According to Trump’s book “The America We Deserve” published in 1999, he called politicians who claim their humble beginnings losers, “their families have been losers for years and years and ‘Elect me, because I’m a loser.’”
Most Americans have humble beginnings, are our families all losers in Donald Trump’s eyes? Where is the “American Dream” spirit?
Lastly, a word with ‘angry Americans’
I understand Donald Trump might be appealing to some people, he has brought reality show into presidential election. It is more amusing this way, indeed.
However, this is your future we’re talking about here.
There are three things I’d like to address about Donald Trump
Donald Trump is famous for denying facts and comments that are negative about him. No child ever asks to be made this way. It’s not entirely Trump’s fault that he turns out to be so offensive like this, his family background and experience as a young man could contribute greatly to his personality.
He completely lives in his own head, in which the world is below him and everybody adores him. He believes that by denying certain evidence and name calling, the problem will be solved and people will forget about it.
We all know that if you want to solve a problem, you have to acknowledge it first. Donald Trump tries to convince that he gets along with everybody and he was always good at school, while all evidence show otherwise. The “get along” in Trump’s eyes is the type of relationship that based on long-term financial exchange, which he inherited from his father. It’s effective in business, but could turn into a completely different story when it comes to foreign policy. People do smile at the sight of cash, but do you plan to make “donations” to officials of other countries using tax money? I don’t think so.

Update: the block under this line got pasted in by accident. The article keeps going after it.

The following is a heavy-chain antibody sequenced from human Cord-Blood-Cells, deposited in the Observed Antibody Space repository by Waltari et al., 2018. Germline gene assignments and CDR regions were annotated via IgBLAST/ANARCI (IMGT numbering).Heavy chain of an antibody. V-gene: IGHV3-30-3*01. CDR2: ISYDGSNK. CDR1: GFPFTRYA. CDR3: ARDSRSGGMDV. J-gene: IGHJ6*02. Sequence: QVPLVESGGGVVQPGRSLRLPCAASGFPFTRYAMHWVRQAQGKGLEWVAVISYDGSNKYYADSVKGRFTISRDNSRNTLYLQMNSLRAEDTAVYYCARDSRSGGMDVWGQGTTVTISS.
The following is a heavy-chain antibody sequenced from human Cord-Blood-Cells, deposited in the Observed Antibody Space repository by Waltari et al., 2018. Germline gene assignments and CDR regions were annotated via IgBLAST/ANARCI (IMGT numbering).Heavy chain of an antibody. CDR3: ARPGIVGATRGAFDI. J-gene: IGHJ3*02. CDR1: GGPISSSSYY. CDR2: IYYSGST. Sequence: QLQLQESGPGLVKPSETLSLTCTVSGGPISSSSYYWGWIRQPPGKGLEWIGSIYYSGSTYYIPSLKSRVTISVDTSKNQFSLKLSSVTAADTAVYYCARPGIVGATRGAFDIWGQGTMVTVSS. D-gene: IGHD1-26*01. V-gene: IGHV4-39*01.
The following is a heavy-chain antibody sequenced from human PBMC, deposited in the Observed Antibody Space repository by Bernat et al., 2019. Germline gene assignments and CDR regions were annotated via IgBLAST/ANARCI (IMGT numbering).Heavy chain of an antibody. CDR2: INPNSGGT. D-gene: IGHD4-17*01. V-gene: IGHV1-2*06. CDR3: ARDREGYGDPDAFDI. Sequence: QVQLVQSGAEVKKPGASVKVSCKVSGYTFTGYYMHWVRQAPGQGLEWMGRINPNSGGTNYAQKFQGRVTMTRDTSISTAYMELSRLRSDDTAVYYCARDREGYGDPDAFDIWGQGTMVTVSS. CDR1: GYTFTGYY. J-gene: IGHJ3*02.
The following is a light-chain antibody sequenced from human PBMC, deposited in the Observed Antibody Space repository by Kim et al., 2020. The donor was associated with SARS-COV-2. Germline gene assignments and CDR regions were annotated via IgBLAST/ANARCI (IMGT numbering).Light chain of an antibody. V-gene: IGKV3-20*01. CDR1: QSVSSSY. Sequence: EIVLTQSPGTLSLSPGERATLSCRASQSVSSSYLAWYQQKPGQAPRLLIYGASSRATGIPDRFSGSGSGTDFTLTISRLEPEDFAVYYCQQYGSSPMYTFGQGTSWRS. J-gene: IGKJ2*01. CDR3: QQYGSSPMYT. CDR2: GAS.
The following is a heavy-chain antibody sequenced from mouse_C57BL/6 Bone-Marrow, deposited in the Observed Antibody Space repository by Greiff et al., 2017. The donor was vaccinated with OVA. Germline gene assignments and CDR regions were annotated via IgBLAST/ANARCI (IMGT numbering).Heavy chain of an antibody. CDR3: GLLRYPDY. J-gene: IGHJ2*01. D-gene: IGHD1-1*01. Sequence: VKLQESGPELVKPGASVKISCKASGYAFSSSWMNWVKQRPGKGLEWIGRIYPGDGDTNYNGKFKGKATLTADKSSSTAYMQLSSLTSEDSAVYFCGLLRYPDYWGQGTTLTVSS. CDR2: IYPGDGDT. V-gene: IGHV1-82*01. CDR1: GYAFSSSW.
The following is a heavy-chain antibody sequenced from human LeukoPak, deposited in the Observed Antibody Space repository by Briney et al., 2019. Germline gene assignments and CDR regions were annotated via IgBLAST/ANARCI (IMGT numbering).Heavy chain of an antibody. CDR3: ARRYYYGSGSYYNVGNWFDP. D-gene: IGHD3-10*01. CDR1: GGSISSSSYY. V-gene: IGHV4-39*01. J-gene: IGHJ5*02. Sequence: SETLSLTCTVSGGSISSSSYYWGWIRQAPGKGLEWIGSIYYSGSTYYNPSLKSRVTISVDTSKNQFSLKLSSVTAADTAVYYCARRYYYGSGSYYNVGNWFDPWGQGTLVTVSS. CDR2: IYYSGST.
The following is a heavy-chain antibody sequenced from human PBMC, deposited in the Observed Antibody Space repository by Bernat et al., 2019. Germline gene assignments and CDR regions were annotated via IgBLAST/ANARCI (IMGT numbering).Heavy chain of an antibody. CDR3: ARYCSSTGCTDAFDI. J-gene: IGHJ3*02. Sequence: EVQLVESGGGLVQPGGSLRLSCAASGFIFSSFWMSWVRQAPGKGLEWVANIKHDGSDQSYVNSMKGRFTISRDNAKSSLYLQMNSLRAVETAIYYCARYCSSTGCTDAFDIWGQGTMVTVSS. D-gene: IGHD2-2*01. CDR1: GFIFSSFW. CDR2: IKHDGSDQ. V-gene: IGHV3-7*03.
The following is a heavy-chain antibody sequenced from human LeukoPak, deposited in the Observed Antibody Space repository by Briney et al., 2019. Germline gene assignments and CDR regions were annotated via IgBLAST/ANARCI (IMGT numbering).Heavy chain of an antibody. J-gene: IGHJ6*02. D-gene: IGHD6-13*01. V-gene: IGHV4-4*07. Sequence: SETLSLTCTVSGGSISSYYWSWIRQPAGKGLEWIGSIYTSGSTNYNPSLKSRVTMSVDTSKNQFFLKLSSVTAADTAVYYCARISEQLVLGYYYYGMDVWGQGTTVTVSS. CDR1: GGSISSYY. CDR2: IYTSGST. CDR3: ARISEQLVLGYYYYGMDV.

Also, he is simply incapable of coping with complex issues such as immigration and education. Trump was born wealthy and never had to work too hard for anything. He claimed he was a self-made man but without his father Fred C. Trump, we wouldn’t even know his name. You could not expect him to truly understand the struggles of immigrants, students, and lower-income Americans who might work two jobs just trying to make it in life.
We can assume If Trump gets in the White House, he might just relax by the pool, make a reality TV called “Trump’s House”, and leave the rest to other officials, much like his academy days.
2. Modern Racism/Discrimination
Many people have called Donald Trump a racist and misogynist because of his offensive comments. The problem is not exactly on him, but the ones who laugh freely at his jokes and are rooting for him.
About 50 years after racial segregation ended and women finally have rights in this nation, racism and discrimination have taken a different form and embed themselves into jokes and stereotypes. People think as long as we don’t show resentful expressions toward others and we don’t directly insult someone based on their skin or gender, it’s not counted as racism or discrimination.
Donald Trump’s appearance and his poll just proved how much more America still needs to go on the journey to reach equality for all.
3. Kindergarten Rule
May everyone be reminded, this isn’t the first time someone tries to create a common enemy in order to climb up to power- Native Americans, Jews, Japanese-Americans, blacks, “Communists” in America, and now Mexicans and Muslims.
It’s a powerful and effective way to unite people under one commander, but extremely dangerous for a nation. Think about your kindergarten years, remember the one child in your class that everybody avoids or calls “eww”, and how all the other kids bond with each other based on the common resentment towards this one child. Well, it’s the same principle.
Angry Americans, blaming everything on one group of people is not going to solve any of the problems. You need someone capable of empathy for you and for others to truly dig into the problem, analyze the cause, and come up with an effective strategy.
Look back in history, will neglecting Mexicans, Muslims and refugees help you and your nation in any way? Nope, it never did.